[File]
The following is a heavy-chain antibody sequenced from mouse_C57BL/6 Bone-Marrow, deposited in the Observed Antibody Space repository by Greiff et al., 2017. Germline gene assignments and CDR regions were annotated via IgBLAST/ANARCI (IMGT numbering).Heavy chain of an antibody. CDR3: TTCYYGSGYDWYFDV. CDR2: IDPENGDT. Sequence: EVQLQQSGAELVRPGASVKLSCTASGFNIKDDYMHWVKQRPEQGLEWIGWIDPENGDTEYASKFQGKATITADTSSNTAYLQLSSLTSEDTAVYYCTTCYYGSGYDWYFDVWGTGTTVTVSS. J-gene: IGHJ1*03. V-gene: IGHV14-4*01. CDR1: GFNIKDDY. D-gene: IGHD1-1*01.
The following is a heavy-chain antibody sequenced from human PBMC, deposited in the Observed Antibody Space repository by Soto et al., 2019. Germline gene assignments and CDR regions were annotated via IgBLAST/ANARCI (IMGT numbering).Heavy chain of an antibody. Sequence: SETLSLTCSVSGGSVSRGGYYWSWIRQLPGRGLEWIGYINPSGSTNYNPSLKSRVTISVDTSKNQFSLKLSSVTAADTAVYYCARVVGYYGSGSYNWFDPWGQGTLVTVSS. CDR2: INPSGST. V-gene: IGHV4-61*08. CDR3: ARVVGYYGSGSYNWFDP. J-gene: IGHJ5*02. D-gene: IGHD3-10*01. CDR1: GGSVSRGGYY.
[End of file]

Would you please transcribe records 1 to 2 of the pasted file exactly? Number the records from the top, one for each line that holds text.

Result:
The following is a heavy-chain antibody sequenced from mouse_C57BL/6 Bone-Marrow, deposited in the Observed Antibody Space repository by Greiff et al., 2017. Germline gene assignments and CDR regions were annotated via IgBLAST/ANARCI (IMGT numbering).Heavy chain of an antibody. CDR3: TTCYYGSGYDWYFDV. CDR2: IDPENGDT. Sequence: EVQLQQSGAELVRPGASVKLSCTASGFNIKDDYMHWVKQRPEQGLEWIGWIDPENGDTEYASKFQGKATITADTSSNTAYLQLSSLTSEDTAVYYCTTCYYGSGYDWYFDVWGTGTTVTVSS. J-gene: IGHJ1*03. V-gene: IGHV14-4*01. CDR1: GFNIKDDY. D-gene: IGHD1-1*01.
The following is a heavy-chain antibody sequenced from human PBMC, deposited in the Observed Antibody Space repository by Soto et al., 2019. Germline gene assignments and CDR regions were annotated via IgBLAST/ANARCI (IMGT numbering).Heavy chain of an antibody. Sequence: SETLSLTCSVSGGSVSRGGYYWSWIRQLPGRGLEWIGYINPSGSTNYNPSLKSRVTISVDTSKNQFSLKLSSVTAADTAVYYCARVVGYYGSGSYNWFDPWGQGTLVTVSS. CDR2: INPSGST. V-gene: IGHV4-61*08. CDR3: ARVVGYYGSGSYNWFDP. J-gene: IGHJ5*02. D-gene: IGHD3-10*01. CDR1: GGSVSRGGYY.